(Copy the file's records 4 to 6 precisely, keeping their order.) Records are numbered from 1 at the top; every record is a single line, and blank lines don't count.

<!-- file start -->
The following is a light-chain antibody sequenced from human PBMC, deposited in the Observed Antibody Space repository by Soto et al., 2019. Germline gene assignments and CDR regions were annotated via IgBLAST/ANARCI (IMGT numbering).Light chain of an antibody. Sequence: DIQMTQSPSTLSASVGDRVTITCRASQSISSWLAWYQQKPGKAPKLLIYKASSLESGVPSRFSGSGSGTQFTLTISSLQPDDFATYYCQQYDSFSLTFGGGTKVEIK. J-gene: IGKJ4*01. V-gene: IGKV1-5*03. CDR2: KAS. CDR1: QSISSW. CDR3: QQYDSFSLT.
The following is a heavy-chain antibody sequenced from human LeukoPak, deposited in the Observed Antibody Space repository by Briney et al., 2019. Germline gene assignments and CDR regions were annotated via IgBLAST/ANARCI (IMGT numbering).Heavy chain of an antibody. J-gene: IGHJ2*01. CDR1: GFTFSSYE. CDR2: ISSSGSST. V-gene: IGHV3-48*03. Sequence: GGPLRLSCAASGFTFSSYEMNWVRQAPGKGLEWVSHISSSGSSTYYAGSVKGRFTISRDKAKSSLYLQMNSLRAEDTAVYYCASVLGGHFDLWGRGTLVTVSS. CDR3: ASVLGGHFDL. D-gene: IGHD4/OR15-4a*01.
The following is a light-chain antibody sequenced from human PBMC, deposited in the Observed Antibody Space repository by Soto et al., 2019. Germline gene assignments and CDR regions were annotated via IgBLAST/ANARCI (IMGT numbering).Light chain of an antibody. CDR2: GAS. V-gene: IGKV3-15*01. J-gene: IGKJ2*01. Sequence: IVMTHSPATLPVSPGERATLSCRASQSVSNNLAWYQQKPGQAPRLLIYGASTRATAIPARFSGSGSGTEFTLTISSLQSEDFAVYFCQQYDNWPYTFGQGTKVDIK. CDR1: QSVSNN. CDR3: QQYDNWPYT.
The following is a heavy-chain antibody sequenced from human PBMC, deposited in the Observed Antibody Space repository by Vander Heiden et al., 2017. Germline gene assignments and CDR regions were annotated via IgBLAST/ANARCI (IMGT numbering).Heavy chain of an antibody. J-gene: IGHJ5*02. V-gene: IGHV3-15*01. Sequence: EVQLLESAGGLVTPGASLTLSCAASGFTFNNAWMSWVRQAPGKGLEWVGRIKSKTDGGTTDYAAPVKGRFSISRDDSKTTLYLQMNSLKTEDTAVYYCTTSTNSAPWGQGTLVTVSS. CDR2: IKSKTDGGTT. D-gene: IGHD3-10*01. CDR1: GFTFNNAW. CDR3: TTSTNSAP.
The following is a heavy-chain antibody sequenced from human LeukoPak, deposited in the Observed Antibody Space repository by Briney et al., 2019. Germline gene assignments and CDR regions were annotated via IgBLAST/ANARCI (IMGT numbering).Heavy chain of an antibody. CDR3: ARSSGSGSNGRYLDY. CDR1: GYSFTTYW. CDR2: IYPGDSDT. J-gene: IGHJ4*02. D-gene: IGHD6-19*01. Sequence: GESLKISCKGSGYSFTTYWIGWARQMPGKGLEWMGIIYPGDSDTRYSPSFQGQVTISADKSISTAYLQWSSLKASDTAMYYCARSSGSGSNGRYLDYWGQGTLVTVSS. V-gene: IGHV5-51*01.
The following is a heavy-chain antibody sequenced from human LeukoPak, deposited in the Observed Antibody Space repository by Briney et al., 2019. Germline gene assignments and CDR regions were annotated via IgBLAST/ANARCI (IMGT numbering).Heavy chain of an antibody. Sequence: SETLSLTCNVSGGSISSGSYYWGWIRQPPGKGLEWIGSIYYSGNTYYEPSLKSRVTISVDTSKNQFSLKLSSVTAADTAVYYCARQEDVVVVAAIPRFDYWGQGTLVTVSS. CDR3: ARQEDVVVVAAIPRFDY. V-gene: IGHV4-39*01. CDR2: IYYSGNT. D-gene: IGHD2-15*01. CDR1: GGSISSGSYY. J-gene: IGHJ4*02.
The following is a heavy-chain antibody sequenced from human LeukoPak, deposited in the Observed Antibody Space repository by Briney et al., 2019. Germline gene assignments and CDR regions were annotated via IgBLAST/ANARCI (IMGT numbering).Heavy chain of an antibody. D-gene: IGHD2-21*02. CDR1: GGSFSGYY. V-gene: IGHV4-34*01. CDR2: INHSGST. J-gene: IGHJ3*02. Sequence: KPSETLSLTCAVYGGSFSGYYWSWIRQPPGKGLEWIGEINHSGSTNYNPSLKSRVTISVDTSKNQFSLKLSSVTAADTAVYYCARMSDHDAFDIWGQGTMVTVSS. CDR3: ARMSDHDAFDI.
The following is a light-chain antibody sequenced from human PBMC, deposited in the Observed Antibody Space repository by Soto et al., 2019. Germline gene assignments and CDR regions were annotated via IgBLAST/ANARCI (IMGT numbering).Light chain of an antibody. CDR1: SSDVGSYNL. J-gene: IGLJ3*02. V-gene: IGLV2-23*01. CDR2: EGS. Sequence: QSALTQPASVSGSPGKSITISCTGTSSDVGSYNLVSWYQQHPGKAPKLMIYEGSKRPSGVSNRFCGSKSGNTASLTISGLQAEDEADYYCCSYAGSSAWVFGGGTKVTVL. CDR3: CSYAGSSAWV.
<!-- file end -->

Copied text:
The following is a heavy-chain antibody sequenced from human PBMC, deposited in the Observed Antibody Space repository by Vander Heiden et al., 2017. Germline gene assignments and CDR regions were annotated via IgBLAST/ANARCI (IMGT numbering).Heavy chain of an antibody. J-gene: IGHJ5*02. V-gene: IGHV3-15*01. Sequence: EVQLLESAGGLVTPGASLTLSCAASGFTFNNAWMSWVRQAPGKGLEWVGRIKSKTDGGTTDYAAPVKGRFSISRDDSKTTLYLQMNSLKTEDTAVYYCTTSTNSAPWGQGTLVTVSS. CDR2: IKSKTDGGTT. D-gene: IGHD3-10*01. CDR1: GFTFNNAW. CDR3: TTSTNSAP.
The following is a heavy-chain antibody sequenced from human LeukoPak, deposited in the Observed Antibody Space repository by Briney et al., 2019. Germline gene assignments and CDR regions were annotated via IgBLAST/ANARCI (IMGT numbering).Heavy chain of an antibody. CDR3: ARSSGSGSNGRYLDY. CDR1: GYSFTTYW. CDR2: IYPGDSDT. J-gene: IGHJ4*02. D-gene: IGHD6-19*01. Sequence: GESLKISCKGSGYSFTTYWIGWARQMPGKGLEWMGIIYPGDSDTRYSPSFQGQVTISADKSISTAYLQWSSLKASDTAMYYCARSSGSGSNGRYLDYWGQGTLVTVSS. V-gene: IGHV5-51*01.
The following is a heavy-chain antibody sequenced from human LeukoPak, deposited in the Observed Antibody Space repository by Briney et al., 2019. Germline gene assignments and CDR regions were annotated via IgBLAST/ANARCI (IMGT numbering).Heavy chain of an antibody. Sequence: SETLSLTCNVSGGSISSGSYYWGWIRQPPGKGLEWIGSIYYSGNTYYEPSLKSRVTISVDTSKNQFSLKLSSVTAADTAVYYCARQEDVVVVAAIPRFDYWGQGTLVTVSS. CDR3: ARQEDVVVVAAIPRFDY. V-gene: IGHV4-39*01. CDR2: IYYSGNT. D-gene: IGHD2-15*01. CDR1: GGSISSGSYY. J-gene: IGHJ4*02.